- An ad featured on this very wiki for a game called Call of Roma goes even further than Evony by featuring a scantily clad woman and advertising that you are "one click away from a Roman orgy." It's a turn based strategy game. Later, they replaced "orgy" with "army"... briefly. They aren't the only one using this slogan.
- Wartune has scantily clad ladies in every single one of its ads (including many that appear on this wiki) did the same, and later added that they've apparently been rated "Adults Only" by the ESRB. A brief search of the ESRB website shows that no such rating has been issued.
- Arcanum: Of Steamworks & Magick Obscura
- The cover of is dominated by the tattooed head of a female elf. None of the player portraits for elves or half-elves look like that, nor does any prominent elven npcs. There are also a spellslinging mage and dwarf with a flamethrower included, neither notable characters but far more awesome.
- The game has an alternate brighter cover with Raven, whom you do meet, prominently displayed. The unidentified female elf in the commercial cover is by that logic most likely Min'Gorad, the leader of the Dark Elves, who does not have a character potrait in-game.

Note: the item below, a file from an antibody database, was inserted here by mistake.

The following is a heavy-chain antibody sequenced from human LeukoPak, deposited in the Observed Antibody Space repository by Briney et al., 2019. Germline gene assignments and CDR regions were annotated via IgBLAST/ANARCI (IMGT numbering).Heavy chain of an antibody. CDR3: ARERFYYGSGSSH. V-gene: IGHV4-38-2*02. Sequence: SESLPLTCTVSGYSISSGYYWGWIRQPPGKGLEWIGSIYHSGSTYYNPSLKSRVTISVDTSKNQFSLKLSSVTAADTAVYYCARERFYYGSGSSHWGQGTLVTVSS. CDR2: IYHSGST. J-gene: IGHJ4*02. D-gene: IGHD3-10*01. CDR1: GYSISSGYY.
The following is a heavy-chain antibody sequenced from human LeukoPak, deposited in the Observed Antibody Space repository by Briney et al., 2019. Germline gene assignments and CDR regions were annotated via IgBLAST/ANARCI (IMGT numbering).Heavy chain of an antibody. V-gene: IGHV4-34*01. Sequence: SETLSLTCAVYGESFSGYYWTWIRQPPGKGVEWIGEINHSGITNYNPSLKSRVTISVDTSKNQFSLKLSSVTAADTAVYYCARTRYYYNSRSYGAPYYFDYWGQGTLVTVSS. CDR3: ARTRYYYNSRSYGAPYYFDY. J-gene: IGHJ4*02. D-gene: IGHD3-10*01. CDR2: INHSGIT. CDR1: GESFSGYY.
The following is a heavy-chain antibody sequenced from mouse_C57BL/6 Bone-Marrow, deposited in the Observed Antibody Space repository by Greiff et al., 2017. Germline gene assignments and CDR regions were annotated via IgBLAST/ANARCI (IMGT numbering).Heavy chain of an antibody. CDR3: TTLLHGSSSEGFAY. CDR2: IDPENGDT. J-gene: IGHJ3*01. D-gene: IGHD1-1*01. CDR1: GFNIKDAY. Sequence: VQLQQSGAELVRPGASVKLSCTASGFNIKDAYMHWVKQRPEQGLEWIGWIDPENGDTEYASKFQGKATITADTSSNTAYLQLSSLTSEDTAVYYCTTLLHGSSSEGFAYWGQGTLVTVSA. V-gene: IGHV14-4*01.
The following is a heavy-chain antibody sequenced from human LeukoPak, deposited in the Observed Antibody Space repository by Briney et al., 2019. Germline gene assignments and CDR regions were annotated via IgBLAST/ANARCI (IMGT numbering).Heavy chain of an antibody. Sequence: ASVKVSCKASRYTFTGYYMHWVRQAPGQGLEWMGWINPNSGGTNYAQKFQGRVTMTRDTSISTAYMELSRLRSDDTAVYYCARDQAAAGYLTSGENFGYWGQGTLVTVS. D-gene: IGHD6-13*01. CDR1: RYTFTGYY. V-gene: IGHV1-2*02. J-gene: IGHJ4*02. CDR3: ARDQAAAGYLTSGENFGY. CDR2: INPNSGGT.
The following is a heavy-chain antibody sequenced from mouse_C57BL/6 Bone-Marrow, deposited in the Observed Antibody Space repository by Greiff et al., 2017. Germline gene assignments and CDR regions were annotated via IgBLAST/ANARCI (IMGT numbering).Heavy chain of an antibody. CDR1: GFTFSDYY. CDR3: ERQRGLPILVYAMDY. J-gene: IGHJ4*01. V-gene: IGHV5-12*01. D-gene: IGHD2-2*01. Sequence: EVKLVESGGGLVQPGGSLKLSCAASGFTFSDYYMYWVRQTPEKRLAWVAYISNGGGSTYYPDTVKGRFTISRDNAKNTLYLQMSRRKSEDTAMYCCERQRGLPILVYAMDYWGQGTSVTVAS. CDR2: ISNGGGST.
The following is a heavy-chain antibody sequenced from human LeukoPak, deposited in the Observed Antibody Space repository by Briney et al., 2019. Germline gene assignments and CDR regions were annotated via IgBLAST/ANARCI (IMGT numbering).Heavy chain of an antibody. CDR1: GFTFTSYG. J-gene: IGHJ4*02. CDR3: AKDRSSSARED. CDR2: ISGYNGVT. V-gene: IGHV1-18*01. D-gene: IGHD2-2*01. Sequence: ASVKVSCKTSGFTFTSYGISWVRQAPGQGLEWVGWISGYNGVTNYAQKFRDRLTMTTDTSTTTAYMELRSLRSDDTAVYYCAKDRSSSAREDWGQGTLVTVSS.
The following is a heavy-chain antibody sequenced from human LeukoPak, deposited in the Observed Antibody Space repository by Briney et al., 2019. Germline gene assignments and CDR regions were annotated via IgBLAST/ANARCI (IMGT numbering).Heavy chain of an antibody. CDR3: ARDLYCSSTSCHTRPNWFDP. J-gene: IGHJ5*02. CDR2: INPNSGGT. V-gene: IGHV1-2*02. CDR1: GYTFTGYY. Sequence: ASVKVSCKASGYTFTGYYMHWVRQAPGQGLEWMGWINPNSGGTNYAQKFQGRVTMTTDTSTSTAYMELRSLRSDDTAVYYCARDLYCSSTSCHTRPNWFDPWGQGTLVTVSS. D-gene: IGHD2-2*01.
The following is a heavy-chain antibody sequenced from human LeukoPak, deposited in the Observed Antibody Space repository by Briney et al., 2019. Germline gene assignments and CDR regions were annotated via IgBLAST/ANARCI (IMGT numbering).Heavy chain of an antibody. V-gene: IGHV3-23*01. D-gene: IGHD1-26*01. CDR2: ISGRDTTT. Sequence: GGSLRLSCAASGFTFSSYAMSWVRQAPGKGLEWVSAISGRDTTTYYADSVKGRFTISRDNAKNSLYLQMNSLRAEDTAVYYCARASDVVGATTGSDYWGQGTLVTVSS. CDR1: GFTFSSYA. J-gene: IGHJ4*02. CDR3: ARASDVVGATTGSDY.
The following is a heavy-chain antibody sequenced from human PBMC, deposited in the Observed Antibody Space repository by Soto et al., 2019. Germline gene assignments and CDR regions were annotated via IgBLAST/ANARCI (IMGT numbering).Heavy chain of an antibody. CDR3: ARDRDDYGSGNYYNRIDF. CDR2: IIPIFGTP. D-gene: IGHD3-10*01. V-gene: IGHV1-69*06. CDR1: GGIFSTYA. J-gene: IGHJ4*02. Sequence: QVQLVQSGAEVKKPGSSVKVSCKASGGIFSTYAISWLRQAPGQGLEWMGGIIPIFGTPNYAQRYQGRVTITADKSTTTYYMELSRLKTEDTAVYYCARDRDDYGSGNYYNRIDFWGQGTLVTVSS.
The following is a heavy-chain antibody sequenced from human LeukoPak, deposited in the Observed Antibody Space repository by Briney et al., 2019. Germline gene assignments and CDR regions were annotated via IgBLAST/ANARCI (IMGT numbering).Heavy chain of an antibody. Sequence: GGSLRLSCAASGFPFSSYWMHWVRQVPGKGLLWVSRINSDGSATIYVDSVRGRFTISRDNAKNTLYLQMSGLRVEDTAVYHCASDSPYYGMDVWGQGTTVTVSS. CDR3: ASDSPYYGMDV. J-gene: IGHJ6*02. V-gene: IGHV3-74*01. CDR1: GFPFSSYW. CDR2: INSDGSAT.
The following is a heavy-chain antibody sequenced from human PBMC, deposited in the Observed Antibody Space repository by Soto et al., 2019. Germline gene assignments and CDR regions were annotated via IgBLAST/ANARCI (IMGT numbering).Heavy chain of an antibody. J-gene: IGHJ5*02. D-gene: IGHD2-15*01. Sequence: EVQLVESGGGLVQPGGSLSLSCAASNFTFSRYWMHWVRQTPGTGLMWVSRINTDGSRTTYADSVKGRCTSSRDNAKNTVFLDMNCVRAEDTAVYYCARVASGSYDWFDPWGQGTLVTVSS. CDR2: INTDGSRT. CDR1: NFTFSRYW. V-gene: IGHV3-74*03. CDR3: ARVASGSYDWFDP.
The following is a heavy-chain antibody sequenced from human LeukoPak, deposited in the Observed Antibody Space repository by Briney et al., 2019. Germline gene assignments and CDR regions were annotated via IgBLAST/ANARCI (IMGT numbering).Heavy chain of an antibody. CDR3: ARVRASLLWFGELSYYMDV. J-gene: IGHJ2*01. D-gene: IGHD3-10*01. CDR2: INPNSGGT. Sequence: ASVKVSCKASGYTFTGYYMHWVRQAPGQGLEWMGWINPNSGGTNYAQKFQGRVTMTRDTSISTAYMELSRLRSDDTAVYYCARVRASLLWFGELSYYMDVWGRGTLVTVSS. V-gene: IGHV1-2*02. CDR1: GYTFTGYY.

- Dragonfable has ,or at least had, Fae, a cat girl who would appear in their ads. She had only appeared in the beta test of the game, and vanished until she finally showed up in one quest chain, years later.
- Ever heard of Knightshift? Known in the states as Once Upon A Knight? No? Well, two out of the six official wallpapers at http://www.knightshift.com/eng/index_eng.htm prominently feature a bikinified magic babe... who isn't in the game. Another features an alt design for the Amazon Sorceress, which is noticeably kinkier than the in-game counterpart.... maybe if they had better marketing than "Hot Babe Who's Not in the Game Wallpapers" there might have been a sequel?
- Male inversion in Arc Rise Fantasia - Niko, the comic relief character, is the only main playable character not mentioned in the manual or featured on the box art, yet he joins exceptionally early in the game and sticks around for a very long time (with continuing importance to the plot after that). Following the trope closer is Adele, who never joins you except as a Guest character, yet she rates a picture in the manual stating her weapon preference... though her in-game outfit changes after only a few hours.
- In Drakensang there are four characters pictured on the cover (not counting the dragon): three of them (the knight Traldar, Forgrimm the dwarf and Gwendala the Elf) are meet ingame as party members, but the scantly dressed buxom wizard on the right isn't. She may be the player character, though there aren't female mages with such a design.